At AboutMechanics, we're committed to delivering accurate, trustworthy information. Our expert-authored content is rigorously fact-checked and sourced from credible authorities. Discover how we uphold the highest standards in providing you with reliable knowledge.
The term “ironmonger” is used both in the traditional sense to refer to someone who works with metals, especially iron, and in a more modern sense to refer to a retailer who stocks hardware. Because most iron products are manufactured on an industrial level today, it is rare to find a traditional ironmonger who forges and sells such goods, and the term is more commonly used in reference to the proprietor of a hardware store.
The suffix “monger” is derived from a Latin word meaning “dealer or trader,” and it can be seen in similar word constructions, such as “fishmonger” for someone who sells fish. Many of the words which include this suffix sound archaic, and their usage is in decline. In fact, the suffix has acquired pejorative overtones, as in “fear monger” for someone who deals in and trades on fear.
Humans have been working with iron for thousands of years. This metal has a variety of uses, including weapons, construction hardware, and cooking utensils. Historically, iron goods were fabricated by hand by skilled metalworkers who could design pieces for custom use, or manufacture generic products for sale. The ironmonger could potentially hold a very high social status in a community, because iron goods were so critical.
Over time, the production of metal goods began to shift to more industrial applications. As a result, the working ironmonger began to be a more rare figure, with people purchasing domestic goods made from iron from retailers and factories which produced them. As a result, people started using the term “ironmonger” to talk about someone who only sold iron goods, rather than someone who made and sold them.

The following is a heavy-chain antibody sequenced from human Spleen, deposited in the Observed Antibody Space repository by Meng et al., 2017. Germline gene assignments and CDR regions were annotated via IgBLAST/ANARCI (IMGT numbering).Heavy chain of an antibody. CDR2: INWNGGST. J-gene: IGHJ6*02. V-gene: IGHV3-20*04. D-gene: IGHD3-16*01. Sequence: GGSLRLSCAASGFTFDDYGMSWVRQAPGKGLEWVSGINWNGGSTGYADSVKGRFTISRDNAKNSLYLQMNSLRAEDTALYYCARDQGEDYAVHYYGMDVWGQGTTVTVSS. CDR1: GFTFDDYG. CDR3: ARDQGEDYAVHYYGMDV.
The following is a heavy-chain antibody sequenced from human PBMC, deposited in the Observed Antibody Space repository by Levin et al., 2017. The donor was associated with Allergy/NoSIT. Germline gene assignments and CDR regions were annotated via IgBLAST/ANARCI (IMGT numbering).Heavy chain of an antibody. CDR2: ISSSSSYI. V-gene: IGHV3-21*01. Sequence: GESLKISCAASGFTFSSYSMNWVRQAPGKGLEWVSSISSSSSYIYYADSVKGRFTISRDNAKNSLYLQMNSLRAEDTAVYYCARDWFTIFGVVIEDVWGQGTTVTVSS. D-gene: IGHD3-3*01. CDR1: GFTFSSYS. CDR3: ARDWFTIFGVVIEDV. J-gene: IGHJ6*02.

Ironmongers can stock things like hardware and cooking supplies, and some work as tinkers as well, selling and repairing metal goods. These salespeople typically work with many metals, not just iron, and their work today has expanded to include other materials such as plastics. A hardware merchant usually stocks a range of products for consumers, and has the capability to order pieces as needed for specific uses.
In the late 20th century, a resurgence in interest in traditional metalwork began to emerge, and as a result, ironmongery experienced a renaissance. While there are far fewer working ironmongers than there used to be, these professionals can do things like hand fabricating metal components for new construction or matching existing samples of metalwork for the purpose of restoration. These professionals also work in the film and television industry, fabricating props and components of sets.